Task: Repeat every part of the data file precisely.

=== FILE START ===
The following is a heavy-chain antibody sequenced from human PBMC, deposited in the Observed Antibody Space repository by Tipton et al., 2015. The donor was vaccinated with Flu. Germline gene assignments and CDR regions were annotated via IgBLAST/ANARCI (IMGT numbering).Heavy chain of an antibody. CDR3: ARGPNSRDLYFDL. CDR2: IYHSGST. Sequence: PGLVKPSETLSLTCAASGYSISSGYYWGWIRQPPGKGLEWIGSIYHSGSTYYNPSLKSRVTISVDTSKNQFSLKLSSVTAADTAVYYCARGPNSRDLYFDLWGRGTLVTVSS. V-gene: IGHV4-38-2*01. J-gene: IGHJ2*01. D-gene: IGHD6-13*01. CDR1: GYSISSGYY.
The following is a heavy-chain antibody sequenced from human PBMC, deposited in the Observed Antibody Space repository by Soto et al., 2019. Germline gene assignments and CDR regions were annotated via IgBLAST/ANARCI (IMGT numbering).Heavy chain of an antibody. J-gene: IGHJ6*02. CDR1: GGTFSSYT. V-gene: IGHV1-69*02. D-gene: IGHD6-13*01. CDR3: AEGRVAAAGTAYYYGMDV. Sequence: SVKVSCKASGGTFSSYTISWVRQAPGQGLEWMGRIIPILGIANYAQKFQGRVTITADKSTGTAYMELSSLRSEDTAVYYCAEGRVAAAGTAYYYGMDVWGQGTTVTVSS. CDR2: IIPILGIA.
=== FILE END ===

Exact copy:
The following is a heavy-chain antibody sequenced from human PBMC, deposited in the Observed Antibody Space repository by Tipton et al., 2015. The donor was vaccinated with Flu. Germline gene assignments and CDR regions were annotated via IgBLAST/ANARCI (IMGT numbering).Heavy chain of an antibody. CDR3: ARGPNSRDLYFDL. CDR2: IYHSGST. Sequence: PGLVKPSETLSLTCAASGYSISSGYYWGWIRQPPGKGLEWIGSIYHSGSTYYNPSLKSRVTISVDTSKNQFSLKLSSVTAADTAVYYCARGPNSRDLYFDLWGRGTLVTVSS. V-gene: IGHV4-38-2*01. J-gene: IGHJ2*01. D-gene: IGHD6-13*01. CDR1: GYSISSGYY.
The following is a heavy-chain antibody sequenced from human PBMC, deposited in the Observed Antibody Space repository by Soto et al., 2019. Germline gene assignments and CDR regions were annotated via IgBLAST/ANARCI (IMGT numbering).Heavy chain of an antibody. J-gene: IGHJ6*02. CDR1: GGTFSSYT. V-gene: IGHV1-69*02. D-gene: IGHD6-13*01. CDR3: AEGRVAAAGTAYYYGMDV. Sequence: SVKVSCKASGGTFSSYTISWVRQAPGQGLEWMGRIIPILGIANYAQKFQGRVTITADKSTGTAYMELSSLRSEDTAVYYCAEGRVAAAGTAYYYGMDVWGQGTTVTVSS. CDR2: IIPILGIA.